Many people go to Davos simply to meet other people, and heads of state are no exception. All are drawn to the discussions and formal presentations; one of the eagerly awaited presentations was that of the Chinese Premier Li Keqiang. He gave an eloquent presentation, full of hope for the future and stating that China was not going to have a hard landing as its economy slowed – or at least, as its growth rate stabilised at the “new normal” of 7 per cent or perhaps a little more.
As nations become “developed”, their growth as indicated by GDP figures year on year falls somewhat, and China is no exception. From 2012 it has alarmed some observers as its growth seems to be faltering, falling from 8 per cent to 7.3 per cent in the last two quarters. Observers seem to forget that China’s growth has, over the longer term, varied from 14.2 per cent to 3.8 per cent through 1989 to 2014 – sometimes rising and falling with rapidity. Premier Li sought to calm the markets by his embracing of the “New Normal”.
Premier Li’s presentation has been widely reported and analysed in detail, but I feel not enough has been presented on the relativities of his views (about China’s future) against those presented at the same meeting about India’s future. Just ahead of Davos, the International Monetary Fund updated its World Economic Outlook and posted that India’s projected growth in 2016 will be about 6.5 per cent, overtaking the 6.3 per cent rate that it had forecast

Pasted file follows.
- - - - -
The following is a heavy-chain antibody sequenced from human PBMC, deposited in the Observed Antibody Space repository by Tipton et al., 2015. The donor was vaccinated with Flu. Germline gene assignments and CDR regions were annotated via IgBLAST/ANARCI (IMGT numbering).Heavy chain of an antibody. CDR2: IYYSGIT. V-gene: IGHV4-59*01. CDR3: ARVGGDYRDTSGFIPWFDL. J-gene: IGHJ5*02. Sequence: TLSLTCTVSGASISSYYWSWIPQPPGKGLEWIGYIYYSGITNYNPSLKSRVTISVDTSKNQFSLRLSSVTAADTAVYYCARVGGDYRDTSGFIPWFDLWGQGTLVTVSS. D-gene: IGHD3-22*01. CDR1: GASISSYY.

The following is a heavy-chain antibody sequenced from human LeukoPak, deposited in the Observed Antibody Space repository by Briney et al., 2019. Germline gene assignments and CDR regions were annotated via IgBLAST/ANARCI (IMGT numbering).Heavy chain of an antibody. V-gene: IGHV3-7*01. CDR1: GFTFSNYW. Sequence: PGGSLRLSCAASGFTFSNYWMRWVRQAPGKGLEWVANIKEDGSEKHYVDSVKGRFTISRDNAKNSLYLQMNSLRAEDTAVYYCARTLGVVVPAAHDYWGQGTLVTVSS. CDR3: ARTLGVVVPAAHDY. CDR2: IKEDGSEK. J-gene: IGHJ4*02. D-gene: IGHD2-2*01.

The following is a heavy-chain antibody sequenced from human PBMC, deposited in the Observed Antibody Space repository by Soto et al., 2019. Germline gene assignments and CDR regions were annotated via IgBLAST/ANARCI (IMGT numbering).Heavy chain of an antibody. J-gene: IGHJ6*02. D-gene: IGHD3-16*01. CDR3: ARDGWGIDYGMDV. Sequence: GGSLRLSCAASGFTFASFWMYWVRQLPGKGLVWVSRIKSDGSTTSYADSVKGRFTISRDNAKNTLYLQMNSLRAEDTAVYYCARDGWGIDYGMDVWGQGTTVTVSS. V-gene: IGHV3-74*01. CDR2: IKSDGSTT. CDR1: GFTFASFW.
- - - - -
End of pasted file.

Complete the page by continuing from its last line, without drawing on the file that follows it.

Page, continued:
This would make India the fastest growing major emerging economy. Naturally many listened with interest to the speeches of Indian officials.O ne session given by Arun Jaitley, Indian Minister of Finance, was led ably by Andrew Sorkin, columnist for The New York Times, who posed leading questions which were all easily and eloquently dealt with by Mr Jaitley.
Both countries have young leaders as well as new governments. China is guided by President Xi Jinping and Premier Li Keqiang (both from October 2013), while India is led by Prime Minister Narendra Modi (since May 2014). Each has begun their state operations with vigour but of course differently as India remains a democracy, albeit a noisy one, while China is managed by the People’s Republic and its various branches.
As each country developed it protected its institutions from potential takeovers by the more developed players in Europe and the US. But now each nation acknowledges it needs to reform its services sector to become more sophisticated and to be better able to mesh with the global markets.
India will soon be debating a wide-ranging Finance Bill, and China will investigate opening up its Banking and Insurances sector to outsiders while keeping its watchful regulatory eyes wide open. Premier Li was adamant they were looking to maintain medium to high growth and to develop ever more jobs across the whole of China over the next two decades.